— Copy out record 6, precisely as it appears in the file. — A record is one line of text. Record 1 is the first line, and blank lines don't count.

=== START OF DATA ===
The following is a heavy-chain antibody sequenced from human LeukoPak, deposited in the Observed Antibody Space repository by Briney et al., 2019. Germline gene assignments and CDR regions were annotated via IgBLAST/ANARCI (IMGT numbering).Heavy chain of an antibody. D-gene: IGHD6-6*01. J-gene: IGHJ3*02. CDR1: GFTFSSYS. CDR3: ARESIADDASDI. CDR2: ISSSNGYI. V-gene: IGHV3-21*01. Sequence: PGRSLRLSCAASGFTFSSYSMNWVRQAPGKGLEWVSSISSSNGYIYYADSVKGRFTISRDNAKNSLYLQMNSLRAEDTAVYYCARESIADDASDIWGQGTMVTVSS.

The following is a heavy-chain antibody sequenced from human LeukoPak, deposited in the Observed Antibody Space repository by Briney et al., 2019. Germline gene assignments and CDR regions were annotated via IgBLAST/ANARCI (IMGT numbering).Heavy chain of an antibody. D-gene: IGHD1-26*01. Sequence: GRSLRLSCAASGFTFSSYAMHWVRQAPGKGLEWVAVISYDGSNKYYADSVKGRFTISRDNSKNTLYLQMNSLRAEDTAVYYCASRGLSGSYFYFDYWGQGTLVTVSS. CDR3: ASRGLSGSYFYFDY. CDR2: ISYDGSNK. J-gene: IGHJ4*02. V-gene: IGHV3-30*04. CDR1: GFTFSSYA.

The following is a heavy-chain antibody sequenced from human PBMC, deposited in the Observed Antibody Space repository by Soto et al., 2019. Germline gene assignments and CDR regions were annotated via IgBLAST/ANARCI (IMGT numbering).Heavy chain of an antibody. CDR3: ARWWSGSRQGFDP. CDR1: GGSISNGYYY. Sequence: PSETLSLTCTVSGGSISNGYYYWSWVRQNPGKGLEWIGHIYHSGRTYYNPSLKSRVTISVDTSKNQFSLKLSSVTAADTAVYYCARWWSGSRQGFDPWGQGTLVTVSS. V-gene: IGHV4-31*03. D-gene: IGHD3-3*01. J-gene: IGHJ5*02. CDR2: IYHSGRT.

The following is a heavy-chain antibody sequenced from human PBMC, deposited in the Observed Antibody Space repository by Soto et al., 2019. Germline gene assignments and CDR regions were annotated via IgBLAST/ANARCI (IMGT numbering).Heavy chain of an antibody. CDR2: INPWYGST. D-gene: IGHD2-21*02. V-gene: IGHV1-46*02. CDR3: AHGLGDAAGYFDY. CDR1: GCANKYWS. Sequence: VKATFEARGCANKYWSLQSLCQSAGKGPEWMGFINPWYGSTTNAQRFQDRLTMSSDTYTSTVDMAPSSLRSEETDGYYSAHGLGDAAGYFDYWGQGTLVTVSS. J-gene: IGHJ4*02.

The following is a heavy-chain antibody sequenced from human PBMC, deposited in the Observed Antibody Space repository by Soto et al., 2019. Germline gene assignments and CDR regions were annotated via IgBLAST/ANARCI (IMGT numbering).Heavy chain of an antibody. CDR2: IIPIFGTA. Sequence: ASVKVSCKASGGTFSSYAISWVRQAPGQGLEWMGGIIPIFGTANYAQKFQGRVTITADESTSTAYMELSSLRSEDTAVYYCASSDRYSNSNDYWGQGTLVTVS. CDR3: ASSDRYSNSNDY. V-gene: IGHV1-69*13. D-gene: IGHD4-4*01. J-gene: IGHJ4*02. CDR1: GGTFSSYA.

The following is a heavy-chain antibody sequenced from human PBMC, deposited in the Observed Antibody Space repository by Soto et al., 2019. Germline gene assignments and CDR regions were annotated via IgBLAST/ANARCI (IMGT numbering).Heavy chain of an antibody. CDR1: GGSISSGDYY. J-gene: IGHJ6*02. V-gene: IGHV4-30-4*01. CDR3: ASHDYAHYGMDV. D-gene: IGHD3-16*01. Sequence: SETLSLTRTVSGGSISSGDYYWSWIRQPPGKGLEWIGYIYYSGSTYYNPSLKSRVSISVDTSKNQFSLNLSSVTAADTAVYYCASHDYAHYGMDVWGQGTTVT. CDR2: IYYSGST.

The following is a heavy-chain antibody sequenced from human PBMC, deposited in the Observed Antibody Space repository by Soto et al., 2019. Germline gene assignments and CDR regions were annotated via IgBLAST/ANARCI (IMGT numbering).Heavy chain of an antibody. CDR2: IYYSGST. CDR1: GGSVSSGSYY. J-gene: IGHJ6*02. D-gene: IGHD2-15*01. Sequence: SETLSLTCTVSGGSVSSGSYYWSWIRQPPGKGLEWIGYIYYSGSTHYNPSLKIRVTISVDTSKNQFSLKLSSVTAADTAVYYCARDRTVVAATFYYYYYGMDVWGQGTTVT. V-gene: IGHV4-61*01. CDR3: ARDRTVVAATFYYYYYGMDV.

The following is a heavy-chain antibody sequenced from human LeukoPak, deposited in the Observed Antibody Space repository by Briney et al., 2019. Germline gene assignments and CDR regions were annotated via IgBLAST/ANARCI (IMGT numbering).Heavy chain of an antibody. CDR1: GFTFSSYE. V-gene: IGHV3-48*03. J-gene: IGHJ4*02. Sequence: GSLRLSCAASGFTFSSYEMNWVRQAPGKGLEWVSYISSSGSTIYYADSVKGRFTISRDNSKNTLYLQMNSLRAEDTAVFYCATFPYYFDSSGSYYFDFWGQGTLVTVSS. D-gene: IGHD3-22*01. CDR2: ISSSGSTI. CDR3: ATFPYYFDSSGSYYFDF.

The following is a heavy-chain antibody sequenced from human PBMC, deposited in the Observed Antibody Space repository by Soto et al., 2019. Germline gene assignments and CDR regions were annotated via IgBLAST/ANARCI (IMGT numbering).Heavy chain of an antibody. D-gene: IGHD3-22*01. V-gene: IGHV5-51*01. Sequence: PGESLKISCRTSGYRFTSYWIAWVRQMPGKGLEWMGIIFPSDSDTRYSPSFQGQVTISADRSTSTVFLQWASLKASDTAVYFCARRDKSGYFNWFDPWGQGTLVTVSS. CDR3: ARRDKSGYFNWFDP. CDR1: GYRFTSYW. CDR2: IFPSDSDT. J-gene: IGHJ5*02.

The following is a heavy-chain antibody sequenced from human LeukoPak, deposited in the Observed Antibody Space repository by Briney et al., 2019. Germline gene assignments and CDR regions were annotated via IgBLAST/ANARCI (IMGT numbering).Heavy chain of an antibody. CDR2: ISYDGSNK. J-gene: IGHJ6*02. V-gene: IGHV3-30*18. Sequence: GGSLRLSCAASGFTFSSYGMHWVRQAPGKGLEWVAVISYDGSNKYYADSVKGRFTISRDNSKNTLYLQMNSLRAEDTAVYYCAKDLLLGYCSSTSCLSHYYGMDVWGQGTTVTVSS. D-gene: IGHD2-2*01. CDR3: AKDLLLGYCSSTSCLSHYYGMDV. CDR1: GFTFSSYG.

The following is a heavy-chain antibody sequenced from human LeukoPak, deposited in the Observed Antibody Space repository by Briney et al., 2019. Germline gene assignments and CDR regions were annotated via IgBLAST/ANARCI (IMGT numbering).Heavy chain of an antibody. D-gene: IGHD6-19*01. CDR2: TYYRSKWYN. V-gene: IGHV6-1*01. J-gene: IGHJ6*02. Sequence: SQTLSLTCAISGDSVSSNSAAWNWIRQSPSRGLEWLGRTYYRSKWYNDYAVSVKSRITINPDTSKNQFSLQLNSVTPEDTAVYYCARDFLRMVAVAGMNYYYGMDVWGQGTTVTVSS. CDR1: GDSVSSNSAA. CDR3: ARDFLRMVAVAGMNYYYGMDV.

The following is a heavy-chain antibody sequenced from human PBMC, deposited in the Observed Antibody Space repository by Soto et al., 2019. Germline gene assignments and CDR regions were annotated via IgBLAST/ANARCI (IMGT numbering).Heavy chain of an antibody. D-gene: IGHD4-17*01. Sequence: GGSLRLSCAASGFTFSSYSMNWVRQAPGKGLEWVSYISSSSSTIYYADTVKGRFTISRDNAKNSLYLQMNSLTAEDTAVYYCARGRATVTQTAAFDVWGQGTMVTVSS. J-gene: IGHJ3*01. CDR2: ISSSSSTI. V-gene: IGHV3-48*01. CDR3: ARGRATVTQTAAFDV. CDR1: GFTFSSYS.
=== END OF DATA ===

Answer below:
The following is a heavy-chain antibody sequenced from human PBMC, deposited in the Observed Antibody Space repository by Soto et al., 2019. Germline gene assignments and CDR regions were annotated via IgBLAST/ANARCI (IMGT numbering).Heavy chain of an antibody. CDR1: GGSISSGDYY. J-gene: IGHJ6*02. V-gene: IGHV4-30-4*01. CDR3: ASHDYAHYGMDV. D-gene: IGHD3-16*01. Sequence: SETLSLTRTVSGGSISSGDYYWSWIRQPPGKGLEWIGYIYYSGSTYYNPSLKSRVSISVDTSKNQFSLNLSSVTAADTAVYYCASHDYAHYGMDVWGQGTTVT. CDR2: IYYSGST.